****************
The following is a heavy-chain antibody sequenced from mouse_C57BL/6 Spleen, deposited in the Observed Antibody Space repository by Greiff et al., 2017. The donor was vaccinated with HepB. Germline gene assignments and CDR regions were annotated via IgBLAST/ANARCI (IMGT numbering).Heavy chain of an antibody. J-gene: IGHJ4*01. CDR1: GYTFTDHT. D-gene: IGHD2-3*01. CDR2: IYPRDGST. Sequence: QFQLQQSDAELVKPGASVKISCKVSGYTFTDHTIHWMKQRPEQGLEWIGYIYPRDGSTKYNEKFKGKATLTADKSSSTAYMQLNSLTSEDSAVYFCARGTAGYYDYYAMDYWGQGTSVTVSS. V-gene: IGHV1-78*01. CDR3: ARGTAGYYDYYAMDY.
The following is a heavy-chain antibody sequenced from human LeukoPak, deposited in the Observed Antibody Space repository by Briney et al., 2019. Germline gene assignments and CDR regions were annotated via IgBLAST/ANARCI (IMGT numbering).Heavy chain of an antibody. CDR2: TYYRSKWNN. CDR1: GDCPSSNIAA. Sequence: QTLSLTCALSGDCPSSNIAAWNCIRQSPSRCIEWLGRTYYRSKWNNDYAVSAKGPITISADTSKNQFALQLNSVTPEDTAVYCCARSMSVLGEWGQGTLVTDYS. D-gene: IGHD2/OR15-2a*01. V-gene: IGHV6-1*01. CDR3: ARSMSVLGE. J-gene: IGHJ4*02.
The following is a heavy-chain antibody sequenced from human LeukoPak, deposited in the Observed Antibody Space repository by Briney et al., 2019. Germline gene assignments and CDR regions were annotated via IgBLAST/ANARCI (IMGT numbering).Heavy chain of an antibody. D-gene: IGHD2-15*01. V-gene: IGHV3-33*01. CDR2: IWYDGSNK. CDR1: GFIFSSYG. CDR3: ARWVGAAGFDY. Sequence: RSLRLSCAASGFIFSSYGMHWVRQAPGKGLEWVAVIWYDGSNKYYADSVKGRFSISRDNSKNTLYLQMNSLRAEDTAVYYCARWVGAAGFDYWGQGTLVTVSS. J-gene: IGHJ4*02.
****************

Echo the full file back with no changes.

The following is a heavy-chain antibody sequenced from mouse_C57BL/6 Spleen, deposited in the Observed Antibody Space repository by Greiff et al., 2017. The donor was vaccinated with HepB. Germline gene assignments and CDR regions were annotated via IgBLAST/ANARCI (IMGT numbering).Heavy chain of an antibody. J-gene: IGHJ4*01. CDR1: GYTFTDHT. D-gene: IGHD2-3*01. CDR2: IYPRDGST. Sequence: QFQLQQSDAELVKPGASVKISCKVSGYTFTDHTIHWMKQRPEQGLEWIGYIYPRDGSTKYNEKFKGKATLTADKSSSTAYMQLNSLTSEDSAVYFCARGTAGYYDYYAMDYWGQGTSVTVSS. V-gene: IGHV1-78*01. CDR3: ARGTAGYYDYYAMDY.
The following is a heavy-chain antibody sequenced from human LeukoPak, deposited in the Observed Antibody Space repository by Briney et al., 2019. Germline gene assignments and CDR regions were annotated via IgBLAST/ANARCI (IMGT numbering).Heavy chain of an antibody. CDR2: TYYRSKWNN. CDR1: GDCPSSNIAA. Sequence: QTLSLTCALSGDCPSSNIAAWNCIRQSPSRCIEWLGRTYYRSKWNNDYAVSAKGPITISADTSKNQFALQLNSVTPEDTAVYCCARSMSVLGEWGQGTLVTDYS. D-gene: IGHD2/OR15-2a*01. V-gene: IGHV6-1*01. CDR3: ARSMSVLGE. J-gene: IGHJ4*02.
The following is a heavy-chain antibody sequenced from human LeukoPak, deposited in the Observed Antibody Space repository by Briney et al., 2019. Germline gene assignments and CDR regions were annotated via IgBLAST/ANARCI (IMGT numbering).Heavy chain of an antibody. D-gene: IGHD2-15*01. V-gene: IGHV3-33*01. CDR2: IWYDGSNK. CDR1: GFIFSSYG. CDR3: ARWVGAAGFDY. Sequence: RSLRLSCAASGFIFSSYGMHWVRQAPGKGLEWVAVIWYDGSNKYYADSVKGRFSISRDNSKNTLYLQMNSLRAEDTAVYYCARWVGAAGFDYWGQGTLVTVSS. J-gene: IGHJ4*02.